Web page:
Sitting there in the parking lot, Amelia watched car after car—many of them luxury models bought from her father’s franchises—pull into the lot and park while the heater’s air warmed her skirt-bared legs. Save for the pleasure of seeing Anthony, she didn’t want to spend yet another day at Ravenswood. She’d been attending school there on the forested, esteemed campus since she was four years old. The buildings and grounds, the sports fields, the stadium, the teachers and staff, the classrooms, the gym—nothing seemed to have changed in all that time. There were new students every year, yes, but they were, for the most part, replicas of all the students who had come before them, and models for the ones who would come after. Amelia knew the word for her feelings: ennui. She knew the remedy, too: escape.
No sooner knew the reason but they sought the remedy. These days she lived that line, though it had given her trouble when they’d first been rehearsing the play. “The remedy,” Ms. Fitz, their director, had explained, “for the reason for their sighs. Oliver and Celia are desperate to sleep together, so their solution is to marry the next day and scratch that itch, so to speak.” What Amelia and Anthony plotted was a remedy for the pretty ribbon-wrapped life her father insisted should be her future—a future that didn’t include anyone remotely like Anthony. No intellectuals of any kind (“Too much thinking, not enough doing,” Harlan Wilkes was known to say). No tall, lean, black-haired young man with curls framing his heart-shaped face, a face that made one think, Italian, or possibly Jewish, or, depending on one’s familiarity with the wider world, Jordanian. Anthony could be any of these, could play all of them—that, Amelia thought, was part of his brilliance onstage.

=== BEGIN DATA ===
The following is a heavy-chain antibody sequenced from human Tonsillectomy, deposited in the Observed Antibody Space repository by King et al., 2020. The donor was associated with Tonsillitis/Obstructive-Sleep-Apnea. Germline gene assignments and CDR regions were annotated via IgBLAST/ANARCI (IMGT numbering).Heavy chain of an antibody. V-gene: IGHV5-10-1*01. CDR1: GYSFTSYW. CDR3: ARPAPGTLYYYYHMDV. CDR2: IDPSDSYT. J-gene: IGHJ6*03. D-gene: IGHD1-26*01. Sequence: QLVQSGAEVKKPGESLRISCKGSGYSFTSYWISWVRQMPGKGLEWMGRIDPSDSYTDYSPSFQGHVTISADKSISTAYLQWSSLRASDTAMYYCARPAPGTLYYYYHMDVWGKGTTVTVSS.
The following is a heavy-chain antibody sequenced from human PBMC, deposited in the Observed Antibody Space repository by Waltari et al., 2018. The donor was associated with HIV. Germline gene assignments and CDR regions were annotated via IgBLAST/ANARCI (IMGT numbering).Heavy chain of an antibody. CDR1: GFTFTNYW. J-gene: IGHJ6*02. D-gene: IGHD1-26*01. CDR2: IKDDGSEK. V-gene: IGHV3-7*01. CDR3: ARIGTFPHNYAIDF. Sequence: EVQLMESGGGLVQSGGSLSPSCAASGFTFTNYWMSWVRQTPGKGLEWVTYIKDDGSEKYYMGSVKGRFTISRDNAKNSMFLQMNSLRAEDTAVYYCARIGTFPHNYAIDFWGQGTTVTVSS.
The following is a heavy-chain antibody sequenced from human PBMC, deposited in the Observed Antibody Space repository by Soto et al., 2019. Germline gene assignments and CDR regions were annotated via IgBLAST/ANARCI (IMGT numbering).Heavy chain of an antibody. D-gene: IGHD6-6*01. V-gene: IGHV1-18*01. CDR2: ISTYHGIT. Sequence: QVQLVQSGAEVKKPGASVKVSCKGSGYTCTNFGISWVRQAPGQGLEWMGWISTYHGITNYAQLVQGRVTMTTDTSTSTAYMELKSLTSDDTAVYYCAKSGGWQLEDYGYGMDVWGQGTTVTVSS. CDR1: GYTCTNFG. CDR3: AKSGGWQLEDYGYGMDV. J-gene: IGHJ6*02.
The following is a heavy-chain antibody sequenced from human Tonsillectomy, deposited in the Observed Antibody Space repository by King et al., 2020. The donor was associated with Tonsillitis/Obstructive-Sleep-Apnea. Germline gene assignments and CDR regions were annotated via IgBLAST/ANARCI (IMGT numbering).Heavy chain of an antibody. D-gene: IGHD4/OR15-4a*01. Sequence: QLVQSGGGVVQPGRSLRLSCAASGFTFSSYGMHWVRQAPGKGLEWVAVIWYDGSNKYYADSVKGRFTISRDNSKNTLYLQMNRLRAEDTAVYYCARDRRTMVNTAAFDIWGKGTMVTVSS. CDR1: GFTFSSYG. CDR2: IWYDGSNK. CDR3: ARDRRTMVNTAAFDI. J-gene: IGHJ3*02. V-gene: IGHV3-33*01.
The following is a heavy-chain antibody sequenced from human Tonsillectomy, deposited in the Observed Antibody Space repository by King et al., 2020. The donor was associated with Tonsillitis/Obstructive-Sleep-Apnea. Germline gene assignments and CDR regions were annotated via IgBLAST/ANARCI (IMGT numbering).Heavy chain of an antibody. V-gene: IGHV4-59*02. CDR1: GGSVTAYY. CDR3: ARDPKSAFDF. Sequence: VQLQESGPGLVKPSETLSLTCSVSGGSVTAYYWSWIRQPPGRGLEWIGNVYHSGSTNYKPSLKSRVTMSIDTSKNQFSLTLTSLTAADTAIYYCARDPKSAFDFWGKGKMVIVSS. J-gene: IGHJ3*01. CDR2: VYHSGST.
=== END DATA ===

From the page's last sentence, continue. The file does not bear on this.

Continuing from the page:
Kim Winter, his pale-skinned, ginger-haired mother and one of Amelia’s favorite teachers, had lent only her hazel eyes; the rest of Anthony’s features owed to his father’s contribution, the only thing the man had contributed before running out on his wife and unborn son, claiming that he’d made a mistake with marriage and a bigger one with fatherhood. Fortunately, Anthony inherited his mother’s capacity to soldier on—which is not to say Kim and Anthony were unaffected. When Anthony got moody he sometimes talked about how he would show his absent father how well he could do without him, how his father’s rejection was no loss but rather a favor, as useful to him as the Andalusian heritage responsible for their looks.
His mother, native to upstate New York, where Anthony had lived until he was ten, was part Russian Jew, part Irish Catholic, part Canadian Quebecer, with a dose of Iroquois added in a few generations back. Heritage mattered, but it was not and should not be allowed to become everything. “On est tous dans le même bain,” she often told her French class students, Amelia included. We are all in the same boat. She also reminded them that “Borders are arbitrary, man-made things.” And then there was the one Amelia liked best: “Question authority.” That was the kind of adage Amelia needed, to help give her the courage to live her own life.